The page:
The Madras High Court has stayed payment of a Rs 1 lakh fine on actor Vijay for seeking exemption from trying to avoid paying entry tax on the import of a high-end car - a Rolls Royce Ghost.
A two-judge bench of Justices M Duraiswamy and R Hemalatha also stayed a order passed by a single judge-bench of Justice SM Subramaniam, which was highly critical of the actor, and permitted him to remit the entire tax amount at this time.
The earlier order criticised Vijay for flouting the rules and said tax evasion ought to be "construed as anti-national habit, attitude, and mindset, and unconstitutional".
In a fresh petition Vijay challenged the fine and wanted remarks against actors to be expunged.
The judge had said people look to film stars as "real heroes" and that they could not behave like "reel heroes". "These actors", he said, "portray themselves as champions of social justice, but evade tax and act in a manner that is not in consonance with provisions of the statutes".
"A person paying tax punctually and promptly is to be considered a real hero," he had declared.
The original order came on a petition by the actor challenging the demand for payment of an "extraordinary" entry tax to register his imported car, even after paying customs duty.
The then price of the Rolls Royce Ghost, according to his team, was around Rs 1.2 crore.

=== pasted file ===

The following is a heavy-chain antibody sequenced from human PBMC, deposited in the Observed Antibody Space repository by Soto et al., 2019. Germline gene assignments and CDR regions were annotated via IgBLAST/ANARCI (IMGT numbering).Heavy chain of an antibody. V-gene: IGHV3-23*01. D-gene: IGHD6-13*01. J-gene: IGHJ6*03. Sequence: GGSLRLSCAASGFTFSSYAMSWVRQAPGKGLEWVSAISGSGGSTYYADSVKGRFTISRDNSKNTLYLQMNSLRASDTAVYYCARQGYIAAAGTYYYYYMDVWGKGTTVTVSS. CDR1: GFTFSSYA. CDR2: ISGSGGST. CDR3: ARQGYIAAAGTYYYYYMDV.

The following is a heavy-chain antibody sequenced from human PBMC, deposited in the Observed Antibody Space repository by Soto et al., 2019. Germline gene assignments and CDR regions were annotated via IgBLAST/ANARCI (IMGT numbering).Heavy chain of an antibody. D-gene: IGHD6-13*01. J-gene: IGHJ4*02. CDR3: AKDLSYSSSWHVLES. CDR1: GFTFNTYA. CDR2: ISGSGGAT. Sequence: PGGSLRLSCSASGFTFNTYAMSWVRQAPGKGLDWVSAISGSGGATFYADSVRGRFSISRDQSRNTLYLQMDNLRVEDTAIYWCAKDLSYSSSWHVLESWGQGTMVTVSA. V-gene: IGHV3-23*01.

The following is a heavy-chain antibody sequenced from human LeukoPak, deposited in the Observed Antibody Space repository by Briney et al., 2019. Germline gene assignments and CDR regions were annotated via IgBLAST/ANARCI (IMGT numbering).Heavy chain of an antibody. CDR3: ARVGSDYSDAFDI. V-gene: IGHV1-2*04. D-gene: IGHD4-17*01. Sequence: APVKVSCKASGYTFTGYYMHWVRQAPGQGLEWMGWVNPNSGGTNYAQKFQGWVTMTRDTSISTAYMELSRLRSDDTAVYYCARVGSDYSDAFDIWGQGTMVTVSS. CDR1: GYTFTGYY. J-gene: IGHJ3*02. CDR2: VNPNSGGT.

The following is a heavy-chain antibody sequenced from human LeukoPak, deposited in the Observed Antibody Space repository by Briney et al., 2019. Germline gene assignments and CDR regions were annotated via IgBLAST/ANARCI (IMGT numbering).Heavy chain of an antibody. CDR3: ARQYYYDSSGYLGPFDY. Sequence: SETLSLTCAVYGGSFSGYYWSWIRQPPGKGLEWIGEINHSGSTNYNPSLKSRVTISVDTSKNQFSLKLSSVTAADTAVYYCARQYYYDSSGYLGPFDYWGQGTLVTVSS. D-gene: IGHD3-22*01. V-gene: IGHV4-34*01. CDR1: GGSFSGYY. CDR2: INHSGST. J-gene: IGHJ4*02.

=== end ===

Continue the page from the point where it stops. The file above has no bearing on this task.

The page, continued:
In 2012 the actor paid Rs 1.88 crore, or 150 per cent of the cost, as customs. He had challenged the Rs 40 lakh entry tax demanded by transport authorities, after paying 20 per cent.
Speaking to NDTV, his counsel, senior advocate and ex-Advocate-General Vijay Narayan, said: "Stars are as legitimate as anybody else. The same judge dismissed similar pleas by others but, in this case, the order says the petition did not reveal his profession. He dwells on him in three paragraphs (of the order)... also tarnishing all actors' (image)."
"We want these personal criticisms expunged," he said.
On the Rs 1 lakh fine, he said: "A fine is imposed on a frivolous petition. But this petition was filed on the basis of a Madras High Court ruling in 2000 that entry tax need not be collected. There are 300 such cases pending," Mr Narayan said.
Justice Subramaniam had ordered Vijay to pay entry tax as demanded within two weeks of the actor receiving a copy of his order. The Rs 1 lakh fine, he said, must be paid to the Tamil Nadu Chief Minister's COVID-19 Public Relief Fund - also within two weeks.
In case of failure to pay up in time, the court asked the respondents to initiate necessary action.
Many say that Vijay, who has a huge fan following in Tamil Nadu, nurtures political ambitions.
His 2017 film Mersal ran into a controversy, taking on the health care system as well as GST. The same court had then rejected a plea to ban the film.